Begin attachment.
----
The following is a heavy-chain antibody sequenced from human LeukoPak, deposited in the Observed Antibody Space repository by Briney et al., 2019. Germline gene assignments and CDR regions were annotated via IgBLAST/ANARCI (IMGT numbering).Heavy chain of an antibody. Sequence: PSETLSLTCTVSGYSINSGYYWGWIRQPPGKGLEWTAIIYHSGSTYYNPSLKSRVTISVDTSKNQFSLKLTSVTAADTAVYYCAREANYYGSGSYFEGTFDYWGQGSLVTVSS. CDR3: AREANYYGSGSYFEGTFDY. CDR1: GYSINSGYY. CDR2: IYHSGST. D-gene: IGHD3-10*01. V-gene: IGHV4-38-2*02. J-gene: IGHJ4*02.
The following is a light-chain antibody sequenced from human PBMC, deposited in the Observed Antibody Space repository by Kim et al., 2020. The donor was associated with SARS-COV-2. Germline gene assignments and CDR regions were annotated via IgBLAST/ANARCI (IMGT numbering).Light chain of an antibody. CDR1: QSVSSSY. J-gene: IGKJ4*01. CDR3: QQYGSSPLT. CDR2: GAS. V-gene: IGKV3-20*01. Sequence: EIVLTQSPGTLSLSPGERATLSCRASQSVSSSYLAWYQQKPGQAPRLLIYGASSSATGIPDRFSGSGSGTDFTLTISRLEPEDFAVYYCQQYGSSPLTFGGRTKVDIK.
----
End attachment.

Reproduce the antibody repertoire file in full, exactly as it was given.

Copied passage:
The following is a heavy-chain antibody sequenced from human LeukoPak, deposited in the Observed Antibody Space repository by Briney et al., 2019. Germline gene assignments and CDR regions were annotated via IgBLAST/ANARCI (IMGT numbering).Heavy chain of an antibody. Sequence: PSETLSLTCTVSGYSINSGYYWGWIRQPPGKGLEWTAIIYHSGSTYYNPSLKSRVTISVDTSKNQFSLKLTSVTAADTAVYYCAREANYYGSGSYFEGTFDYWGQGSLVTVSS. CDR3: AREANYYGSGSYFEGTFDY. CDR1: GYSINSGYY. CDR2: IYHSGST. D-gene: IGHD3-10*01. V-gene: IGHV4-38-2*02. J-gene: IGHJ4*02.
The following is a light-chain antibody sequenced from human PBMC, deposited in the Observed Antibody Space repository by Kim et al., 2020. The donor was associated with SARS-COV-2. Germline gene assignments and CDR regions were annotated via IgBLAST/ANARCI (IMGT numbering).Light chain of an antibody. CDR1: QSVSSSY. J-gene: IGKJ4*01. CDR3: QQYGSSPLT. CDR2: GAS. V-gene: IGKV3-20*01. Sequence: EIVLTQSPGTLSLSPGERATLSCRASQSVSSSYLAWYQQKPGQAPRLLIYGASSSATGIPDRFSGSGSGTDFTLTISRLEPEDFAVYYCQQYGSSPLTFGGRTKVDIK.